Small business owners consider finding new customers to be their biggest challenge and consequently label deploying new marketing strategies to reach out to prospective customers as their primary focus to ensure business growth. Despite being most important for small business growth, marketing remains the most underinvested area among small business owners.
This was the finding of a new survey by Kabbage Inc., a global financial services, technology and data platform company which serves small businesses. In association with Bredin, a leading small business research firm, Kabbage surveyed 500 small business owners of almost every industry across the U.S. and at various stages of business.
Small Business Growth Statistics
The data from the survey reveals insights into the most significant aspects that helped the businesses reach profitability and grow.
The owners rank identifying new customers as their most pressing challenge, surpassing the concerns related to the likes of cash flow and competition. To overcome the challenge of acquiring new customers and to ensure business growth, small businesses regret failing to invest in marketing sooner.
Despite the urgency to adopt marketing strategies earlier on in the life of a business, the survey shows marketing is the smallest annual expenditure among small businesses, significantly outweighed by rent, payroll, the purchasing of equipment and investment in technology.
Marketing represented only 7% of all costs during the first year of business, the survey says. Between the first and fourth years, 13 percent of all business costs were spent on marketing, respondents of the survey said. Only 7% of business expenses were spent on marketing between years 5 and 7, and 5% of all business costs was devoted to marketing between years 10 and 19. After 20 years of doing business, the marketing spend represented 11% of business costs.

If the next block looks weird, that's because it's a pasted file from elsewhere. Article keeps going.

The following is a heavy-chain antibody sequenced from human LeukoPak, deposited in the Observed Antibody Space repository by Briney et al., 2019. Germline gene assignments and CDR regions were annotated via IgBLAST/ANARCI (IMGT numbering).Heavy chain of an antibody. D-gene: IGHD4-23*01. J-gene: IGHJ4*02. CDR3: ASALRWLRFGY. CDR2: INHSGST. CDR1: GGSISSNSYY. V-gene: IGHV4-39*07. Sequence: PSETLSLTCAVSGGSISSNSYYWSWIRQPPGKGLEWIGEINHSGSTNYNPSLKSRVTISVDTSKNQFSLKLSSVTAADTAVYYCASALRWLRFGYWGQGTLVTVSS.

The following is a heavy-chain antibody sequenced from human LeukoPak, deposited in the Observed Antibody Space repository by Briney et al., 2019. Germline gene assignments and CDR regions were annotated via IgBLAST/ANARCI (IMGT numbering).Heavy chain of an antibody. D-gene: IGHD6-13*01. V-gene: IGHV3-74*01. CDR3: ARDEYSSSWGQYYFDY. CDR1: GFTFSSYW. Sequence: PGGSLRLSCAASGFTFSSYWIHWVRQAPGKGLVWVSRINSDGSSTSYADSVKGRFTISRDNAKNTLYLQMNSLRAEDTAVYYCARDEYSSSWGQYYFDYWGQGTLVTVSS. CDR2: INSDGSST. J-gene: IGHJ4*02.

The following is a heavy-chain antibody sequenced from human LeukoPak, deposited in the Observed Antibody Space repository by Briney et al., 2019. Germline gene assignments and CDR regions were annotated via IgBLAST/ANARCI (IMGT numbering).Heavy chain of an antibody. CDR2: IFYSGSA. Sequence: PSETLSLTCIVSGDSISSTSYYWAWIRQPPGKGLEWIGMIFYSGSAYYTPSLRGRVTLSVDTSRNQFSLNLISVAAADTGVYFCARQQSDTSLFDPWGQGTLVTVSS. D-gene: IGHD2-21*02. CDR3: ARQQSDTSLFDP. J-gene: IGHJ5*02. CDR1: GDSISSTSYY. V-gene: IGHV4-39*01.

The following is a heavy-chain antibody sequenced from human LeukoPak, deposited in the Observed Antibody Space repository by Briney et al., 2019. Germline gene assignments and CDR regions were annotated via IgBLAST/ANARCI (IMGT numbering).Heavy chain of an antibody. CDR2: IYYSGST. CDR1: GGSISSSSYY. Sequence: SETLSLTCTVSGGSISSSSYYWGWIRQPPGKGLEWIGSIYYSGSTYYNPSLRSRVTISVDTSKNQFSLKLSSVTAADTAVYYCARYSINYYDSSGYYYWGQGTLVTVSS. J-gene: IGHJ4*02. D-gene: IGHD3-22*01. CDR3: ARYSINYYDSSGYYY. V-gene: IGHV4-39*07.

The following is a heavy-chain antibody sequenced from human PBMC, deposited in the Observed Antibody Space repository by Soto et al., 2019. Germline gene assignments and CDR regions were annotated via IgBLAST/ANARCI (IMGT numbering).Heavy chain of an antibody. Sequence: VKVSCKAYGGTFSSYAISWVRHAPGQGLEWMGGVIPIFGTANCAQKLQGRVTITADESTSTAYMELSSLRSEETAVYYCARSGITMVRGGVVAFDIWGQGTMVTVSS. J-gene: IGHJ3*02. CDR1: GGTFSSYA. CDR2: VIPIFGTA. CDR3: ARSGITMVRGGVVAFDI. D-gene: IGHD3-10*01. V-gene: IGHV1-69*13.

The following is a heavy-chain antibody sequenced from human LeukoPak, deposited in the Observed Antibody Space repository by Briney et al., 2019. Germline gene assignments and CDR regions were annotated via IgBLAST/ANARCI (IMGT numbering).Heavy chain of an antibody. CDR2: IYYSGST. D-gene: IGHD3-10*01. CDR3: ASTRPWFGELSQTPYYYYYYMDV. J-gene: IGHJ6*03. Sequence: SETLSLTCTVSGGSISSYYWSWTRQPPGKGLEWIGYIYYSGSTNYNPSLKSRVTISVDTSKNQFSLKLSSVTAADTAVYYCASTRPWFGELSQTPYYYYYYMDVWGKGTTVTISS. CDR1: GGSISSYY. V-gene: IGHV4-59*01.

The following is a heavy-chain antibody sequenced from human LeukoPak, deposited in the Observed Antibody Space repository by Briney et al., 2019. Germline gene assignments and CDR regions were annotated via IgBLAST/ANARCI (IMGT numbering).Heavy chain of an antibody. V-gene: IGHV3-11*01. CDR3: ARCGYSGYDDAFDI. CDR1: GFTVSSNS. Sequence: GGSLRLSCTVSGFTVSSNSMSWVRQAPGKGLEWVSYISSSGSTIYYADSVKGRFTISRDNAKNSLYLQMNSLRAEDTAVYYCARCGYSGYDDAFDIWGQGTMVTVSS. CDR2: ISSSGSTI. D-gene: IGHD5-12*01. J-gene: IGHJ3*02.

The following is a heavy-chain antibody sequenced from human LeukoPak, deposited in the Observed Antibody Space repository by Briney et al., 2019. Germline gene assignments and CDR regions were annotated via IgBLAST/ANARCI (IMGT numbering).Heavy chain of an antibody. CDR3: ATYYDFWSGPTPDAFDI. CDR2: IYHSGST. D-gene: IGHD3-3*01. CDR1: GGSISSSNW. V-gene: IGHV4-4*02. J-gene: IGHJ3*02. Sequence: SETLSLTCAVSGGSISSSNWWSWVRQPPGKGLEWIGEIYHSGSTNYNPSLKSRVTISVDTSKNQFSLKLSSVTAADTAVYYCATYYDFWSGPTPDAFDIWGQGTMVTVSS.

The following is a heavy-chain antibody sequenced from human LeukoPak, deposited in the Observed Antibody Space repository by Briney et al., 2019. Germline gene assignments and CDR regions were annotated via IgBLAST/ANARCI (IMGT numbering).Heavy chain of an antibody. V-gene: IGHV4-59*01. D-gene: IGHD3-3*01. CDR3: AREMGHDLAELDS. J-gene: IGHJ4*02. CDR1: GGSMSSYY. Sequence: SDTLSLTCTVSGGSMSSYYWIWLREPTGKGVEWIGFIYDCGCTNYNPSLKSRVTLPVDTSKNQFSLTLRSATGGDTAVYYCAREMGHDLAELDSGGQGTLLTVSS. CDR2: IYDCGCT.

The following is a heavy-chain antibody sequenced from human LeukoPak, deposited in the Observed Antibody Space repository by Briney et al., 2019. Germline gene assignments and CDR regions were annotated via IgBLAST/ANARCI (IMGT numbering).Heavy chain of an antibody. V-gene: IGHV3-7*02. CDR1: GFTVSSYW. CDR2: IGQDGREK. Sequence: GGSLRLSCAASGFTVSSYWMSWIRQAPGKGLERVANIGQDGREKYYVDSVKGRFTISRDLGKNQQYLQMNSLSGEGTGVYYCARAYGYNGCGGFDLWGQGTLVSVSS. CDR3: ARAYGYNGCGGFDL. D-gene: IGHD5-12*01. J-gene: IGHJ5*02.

Respondents repeatedly said they wished they had invested at least two to five times more in dollars in marketing every year. For example, during the first year of business, respondents said they wished they had devoted at least 28 % of business costs on marketing instead of just 7%.
Kabbage’s survey reiterates the importance of the early stages of a business, with 84% of business owners saying they reached profitability within the first four years of starting their venture while 68% of the business owners said they acquired profitability during the first year of business.
Despite becoming profitable early on, the respondents admitted they needed access to significantly more working capital to support business growth.
Victoria Treyger, Chief Revenue Officer at Kabbage, said, “Even though most businesses reach profitability in their first four years, our research shows businesses still encounter unique opportunities or challenges that require extra capital, such as bridging cash-flow gaps, making strategic purchases, increasing marketing spend or opening new locations.”
Talking exclusively to Small Business Trends about the need for small businesses to sufficiently market their brand, particularly during the early stages of business, Treyger added:
“I encourage business owners to start building their marketing programs early with no too minimal budgets by focusing on PR, reviews, and social media. PR makes a big impact when just starting out, as it allows you tell your unique story to a broad audience at a low cost. Small businesses can also use Facebook as a customer-relationship management tool. It is the perfect forum both to build a one-to-one experience with your customers and to demonstrate to potential customers how responsive you are. Once you have some budget, you can also start testing ads on Facebook and Instagram targeted to customers in your area.”
The Kabbage survey provides actionable advice for small business owners of any industry and at any stage of life that it’s never too early to establish marketing campaigns designed to reach out to and acquire new customers.
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This article, “Small Businesses Know Marketing is Important but Continue to Under Invest, Survey Says” was first published on Small Business Trends